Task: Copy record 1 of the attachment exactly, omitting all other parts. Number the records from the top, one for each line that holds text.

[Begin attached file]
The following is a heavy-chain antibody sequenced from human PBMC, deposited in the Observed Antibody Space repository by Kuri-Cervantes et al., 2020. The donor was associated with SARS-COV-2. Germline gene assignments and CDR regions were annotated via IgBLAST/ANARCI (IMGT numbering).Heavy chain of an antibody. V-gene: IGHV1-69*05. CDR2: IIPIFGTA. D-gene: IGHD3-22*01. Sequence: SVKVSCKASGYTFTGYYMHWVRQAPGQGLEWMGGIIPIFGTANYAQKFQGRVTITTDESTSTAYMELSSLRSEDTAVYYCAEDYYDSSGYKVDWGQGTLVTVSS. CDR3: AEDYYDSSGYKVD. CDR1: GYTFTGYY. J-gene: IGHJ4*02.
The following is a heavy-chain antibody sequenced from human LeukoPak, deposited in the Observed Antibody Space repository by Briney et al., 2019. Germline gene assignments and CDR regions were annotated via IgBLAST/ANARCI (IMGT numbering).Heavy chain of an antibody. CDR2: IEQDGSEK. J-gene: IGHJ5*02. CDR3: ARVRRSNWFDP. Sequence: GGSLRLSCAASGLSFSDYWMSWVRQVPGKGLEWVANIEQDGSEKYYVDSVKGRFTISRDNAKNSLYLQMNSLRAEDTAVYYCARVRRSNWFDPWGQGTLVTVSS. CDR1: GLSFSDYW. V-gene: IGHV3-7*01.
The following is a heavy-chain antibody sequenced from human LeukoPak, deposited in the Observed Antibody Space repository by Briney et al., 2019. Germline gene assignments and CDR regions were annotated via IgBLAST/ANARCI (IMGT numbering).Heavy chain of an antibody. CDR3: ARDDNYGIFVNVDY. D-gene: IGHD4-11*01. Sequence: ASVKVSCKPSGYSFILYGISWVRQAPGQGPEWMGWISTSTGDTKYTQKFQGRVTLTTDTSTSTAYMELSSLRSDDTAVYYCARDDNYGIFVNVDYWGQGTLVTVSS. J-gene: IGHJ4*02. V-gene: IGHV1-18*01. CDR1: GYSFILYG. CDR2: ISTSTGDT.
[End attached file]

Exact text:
The following is a heavy-chain antibody sequenced from human PBMC, deposited in the Observed Antibody Space repository by Kuri-Cervantes et al., 2020. The donor was associated with SARS-COV-2. Germline gene assignments and CDR regions were annotated via IgBLAST/ANARCI (IMGT numbering).Heavy chain of an antibody. V-gene: IGHV1-69*05. CDR2: IIPIFGTA. D-gene: IGHD3-22*01. Sequence: SVKVSCKASGYTFTGYYMHWVRQAPGQGLEWMGGIIPIFGTANYAQKFQGRVTITTDESTSTAYMELSSLRSEDTAVYYCAEDYYDSSGYKVDWGQGTLVTVSS. CDR3: AEDYYDSSGYKVD. CDR1: GYTFTGYY. J-gene: IGHJ4*02.